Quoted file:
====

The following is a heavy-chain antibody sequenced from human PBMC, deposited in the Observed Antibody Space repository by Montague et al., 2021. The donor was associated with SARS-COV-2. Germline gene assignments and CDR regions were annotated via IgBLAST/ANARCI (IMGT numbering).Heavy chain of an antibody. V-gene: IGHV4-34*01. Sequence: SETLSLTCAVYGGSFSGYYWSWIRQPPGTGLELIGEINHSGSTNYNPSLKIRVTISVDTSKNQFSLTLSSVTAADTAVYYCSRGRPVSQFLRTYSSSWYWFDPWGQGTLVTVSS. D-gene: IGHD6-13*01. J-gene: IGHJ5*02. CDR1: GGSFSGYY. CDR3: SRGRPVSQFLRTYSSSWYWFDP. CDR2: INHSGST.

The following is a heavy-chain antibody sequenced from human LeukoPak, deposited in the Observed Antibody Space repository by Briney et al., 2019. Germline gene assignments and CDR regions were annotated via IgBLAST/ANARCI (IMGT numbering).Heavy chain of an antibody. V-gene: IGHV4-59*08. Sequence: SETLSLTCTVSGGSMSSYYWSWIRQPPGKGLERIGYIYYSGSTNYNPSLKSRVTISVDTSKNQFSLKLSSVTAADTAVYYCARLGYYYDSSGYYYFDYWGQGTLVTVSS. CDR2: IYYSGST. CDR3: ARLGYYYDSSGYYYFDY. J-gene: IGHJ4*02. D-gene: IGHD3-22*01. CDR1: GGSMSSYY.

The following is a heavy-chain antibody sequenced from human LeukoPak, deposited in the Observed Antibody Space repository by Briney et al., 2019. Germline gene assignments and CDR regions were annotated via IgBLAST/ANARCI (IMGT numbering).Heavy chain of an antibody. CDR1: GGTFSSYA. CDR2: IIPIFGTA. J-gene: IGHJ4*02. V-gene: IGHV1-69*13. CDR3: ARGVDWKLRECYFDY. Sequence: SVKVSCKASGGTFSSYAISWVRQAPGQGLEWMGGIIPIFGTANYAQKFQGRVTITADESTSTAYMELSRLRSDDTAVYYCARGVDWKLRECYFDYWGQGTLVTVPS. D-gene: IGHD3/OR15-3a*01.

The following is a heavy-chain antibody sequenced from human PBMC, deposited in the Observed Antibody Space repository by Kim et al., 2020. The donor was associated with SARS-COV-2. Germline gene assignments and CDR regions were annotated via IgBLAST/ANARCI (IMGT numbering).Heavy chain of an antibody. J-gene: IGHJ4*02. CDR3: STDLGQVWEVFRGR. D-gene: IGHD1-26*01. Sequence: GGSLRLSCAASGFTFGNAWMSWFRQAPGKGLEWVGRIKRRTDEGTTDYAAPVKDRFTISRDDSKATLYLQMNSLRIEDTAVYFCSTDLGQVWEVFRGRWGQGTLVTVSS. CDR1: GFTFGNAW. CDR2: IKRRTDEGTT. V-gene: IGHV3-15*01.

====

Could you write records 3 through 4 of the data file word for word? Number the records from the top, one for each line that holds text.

The following is a heavy-chain antibody sequenced from human LeukoPak, deposited in the Observed Antibody Space repository by Briney et al., 2019. Germline gene assignments and CDR regions were annotated via IgBLAST/ANARCI (IMGT numbering).Heavy chain of an antibody. CDR1: GGTFSSYA. CDR2: IIPIFGTA. J-gene: IGHJ4*02. V-gene: IGHV1-69*13. CDR3: ARGVDWKLRECYFDY. Sequence: SVKVSCKASGGTFSSYAISWVRQAPGQGLEWMGGIIPIFGTANYAQKFQGRVTITADESTSTAYMELSRLRSDDTAVYYCARGVDWKLRECYFDYWGQGTLVTVPS. D-gene: IGHD3/OR15-3a*01.

The following is a heavy-chain antibody sequenced from human PBMC, deposited in the Observed Antibody Space repository by Kim et al., 2020. The donor was associated with SARS-COV-2. Germline gene assignments and CDR regions were annotated via IgBLAST/ANARCI (IMGT numbering).Heavy chain of an antibody. J-gene: IGHJ4*02. CDR3: STDLGQVWEVFRGR. D-gene: IGHD1-26*01. Sequence: GGSLRLSCAASGFTFGNAWMSWFRQAPGKGLEWVGRIKRRTDEGTTDYAAPVKDRFTISRDDSKATLYLQMNSLRIEDTAVYFCSTDLGQVWEVFRGRWGQGTLVTVSS. CDR1: GFTFGNAW. CDR2: IKRRTDEGTT. V-gene: IGHV3-15*01.